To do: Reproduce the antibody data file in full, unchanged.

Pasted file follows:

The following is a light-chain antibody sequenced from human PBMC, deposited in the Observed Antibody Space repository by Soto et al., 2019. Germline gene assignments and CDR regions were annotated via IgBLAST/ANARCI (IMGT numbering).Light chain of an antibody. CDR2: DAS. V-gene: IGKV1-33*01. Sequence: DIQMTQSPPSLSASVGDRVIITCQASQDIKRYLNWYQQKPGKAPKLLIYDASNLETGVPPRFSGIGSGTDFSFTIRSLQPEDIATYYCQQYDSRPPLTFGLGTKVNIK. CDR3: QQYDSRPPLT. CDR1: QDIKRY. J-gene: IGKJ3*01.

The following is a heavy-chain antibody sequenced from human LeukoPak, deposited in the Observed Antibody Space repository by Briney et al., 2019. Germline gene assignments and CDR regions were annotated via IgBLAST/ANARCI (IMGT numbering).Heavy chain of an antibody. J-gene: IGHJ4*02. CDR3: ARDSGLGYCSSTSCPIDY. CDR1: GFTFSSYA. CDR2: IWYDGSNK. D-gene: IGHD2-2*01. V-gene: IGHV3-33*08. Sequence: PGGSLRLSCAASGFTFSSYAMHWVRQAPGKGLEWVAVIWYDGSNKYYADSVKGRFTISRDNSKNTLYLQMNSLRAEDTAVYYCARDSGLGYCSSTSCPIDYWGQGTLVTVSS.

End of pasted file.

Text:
The following is a light-chain antibody sequenced from human PBMC, deposited in the Observed Antibody Space repository by Soto et al., 2019. Germline gene assignments and CDR regions were annotated via IgBLAST/ANARCI (IMGT numbering).Light chain of an antibody. CDR2: DAS. V-gene: IGKV1-33*01. Sequence: DIQMTQSPPSLSASVGDRVIITCQASQDIKRYLNWYQQKPGKAPKLLIYDASNLETGVPPRFSGIGSGTDFSFTIRSLQPEDIATYYCQQYDSRPPLTFGLGTKVNIK. CDR3: QQYDSRPPLT. CDR1: QDIKRY. J-gene: IGKJ3*01.

The following is a heavy-chain antibody sequenced from human LeukoPak, deposited in the Observed Antibody Space repository by Briney et al., 2019. Germline gene assignments and CDR regions were annotated via IgBLAST/ANARCI (IMGT numbering).Heavy chain of an antibody. J-gene: IGHJ4*02. CDR3: ARDSGLGYCSSTSCPIDY. CDR1: GFTFSSYA. CDR2: IWYDGSNK. D-gene: IGHD2-2*01. V-gene: IGHV3-33*08. Sequence: PGGSLRLSCAASGFTFSSYAMHWVRQAPGKGLEWVAVIWYDGSNKYYADSVKGRFTISRDNSKNTLYLQMNSLRAEDTAVYYCARDSGLGYCSSTSCPIDYWGQGTLVTVSS.